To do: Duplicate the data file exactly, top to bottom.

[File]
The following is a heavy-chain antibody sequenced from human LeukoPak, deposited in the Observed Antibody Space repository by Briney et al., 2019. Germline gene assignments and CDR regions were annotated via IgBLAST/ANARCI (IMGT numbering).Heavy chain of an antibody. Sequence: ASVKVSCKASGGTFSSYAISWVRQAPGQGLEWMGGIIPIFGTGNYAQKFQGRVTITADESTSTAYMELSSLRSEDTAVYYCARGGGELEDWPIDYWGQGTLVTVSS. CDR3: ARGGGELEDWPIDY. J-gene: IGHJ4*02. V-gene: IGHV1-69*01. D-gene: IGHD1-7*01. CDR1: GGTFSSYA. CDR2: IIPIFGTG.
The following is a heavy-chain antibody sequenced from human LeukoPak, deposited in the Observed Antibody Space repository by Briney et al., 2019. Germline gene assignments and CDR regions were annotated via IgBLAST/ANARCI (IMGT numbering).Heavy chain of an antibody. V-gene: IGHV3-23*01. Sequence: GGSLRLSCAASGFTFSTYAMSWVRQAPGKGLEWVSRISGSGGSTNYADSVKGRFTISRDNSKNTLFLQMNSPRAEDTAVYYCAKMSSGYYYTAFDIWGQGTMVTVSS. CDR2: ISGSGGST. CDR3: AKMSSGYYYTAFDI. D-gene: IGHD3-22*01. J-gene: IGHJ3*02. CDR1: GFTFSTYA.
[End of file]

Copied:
The following is a heavy-chain antibody sequenced from human LeukoPak, deposited in the Observed Antibody Space repository by Briney et al., 2019. Germline gene assignments and CDR regions were annotated via IgBLAST/ANARCI (IMGT numbering).Heavy chain of an antibody. Sequence: ASVKVSCKASGGTFSSYAISWVRQAPGQGLEWMGGIIPIFGTGNYAQKFQGRVTITADESTSTAYMELSSLRSEDTAVYYCARGGGELEDWPIDYWGQGTLVTVSS. CDR3: ARGGGELEDWPIDY. J-gene: IGHJ4*02. V-gene: IGHV1-69*01. D-gene: IGHD1-7*01. CDR1: GGTFSSYA. CDR2: IIPIFGTG.
The following is a heavy-chain antibody sequenced from human LeukoPak, deposited in the Observed Antibody Space repository by Briney et al., 2019. Germline gene assignments and CDR regions were annotated via IgBLAST/ANARCI (IMGT numbering).Heavy chain of an antibody. V-gene: IGHV3-23*01. Sequence: GGSLRLSCAASGFTFSTYAMSWVRQAPGKGLEWVSRISGSGGSTNYADSVKGRFTISRDNSKNTLFLQMNSPRAEDTAVYYCAKMSSGYYYTAFDIWGQGTMVTVSS. CDR2: ISGSGGST. CDR3: AKMSSGYYYTAFDI. D-gene: IGHD3-22*01. J-gene: IGHJ3*02. CDR1: GFTFSTYA.